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Jimmy and his nursemaid are walking down the street hand in hand. He suddenly stops short while she keeps walking, and his arm gets yanked. He starts crying, and the horrified nurse notices the arm hanging limply by his side. “Broken bone!” says the nurse. “Nursemaid’s elbow,” says the doctor, as he magically pops Jimmy’s elbow back into place with a single twist of the forearm.
This is a textbook case of nursemaid’s elbow, a condition that occurs in children under five in which the elbow tendon becomes slightly dislocated. This mild injury can happen when someone pulls Jimmy’s arm or plays roughly with him. After a brief period of crying, Jimmy won’t be in pain, as long as he doesn’t move his joint; he’ll just walk around with his arm hanging by his side. There is usually no swelling or discoloration. Your doctor can perform a simple maneuver—flexing the forearm while turning the hand toward the body—and the elbow will generally pop right back into place. A few minutes later, Jimmy will be using his arm as if nothing happened. Even without this maneuver there’s a very good chance that Jimmy will eventually flex his arm and pop the elbow back into place on his own. If he gets nursemaid’s elbow in the evening, and there’s no swelling or pain, you can just put him to bed and you’ll probably see him using his arm normally in the morning. If not, you’ll have to take him to the doctor.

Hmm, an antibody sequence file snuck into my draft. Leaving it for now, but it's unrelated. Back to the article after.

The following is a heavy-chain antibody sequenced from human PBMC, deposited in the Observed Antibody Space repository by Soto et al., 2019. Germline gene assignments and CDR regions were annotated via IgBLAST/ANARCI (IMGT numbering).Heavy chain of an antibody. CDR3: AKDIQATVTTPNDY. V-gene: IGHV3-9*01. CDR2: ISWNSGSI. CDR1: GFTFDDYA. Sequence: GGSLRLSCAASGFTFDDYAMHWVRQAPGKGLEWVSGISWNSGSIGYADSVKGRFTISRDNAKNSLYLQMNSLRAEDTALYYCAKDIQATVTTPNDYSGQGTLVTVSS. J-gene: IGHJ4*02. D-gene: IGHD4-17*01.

Nursemaid’s elbow tends to recur in children who are prone to it. If your child fits this profile, you may want to have your doctor teach you how to do the simple repair maneuver so that you don’t have to pay him a visit each time it happens. And you can just forget about playing 1,2,3—Jump! and hanging Jimmy by his arms until he grows up.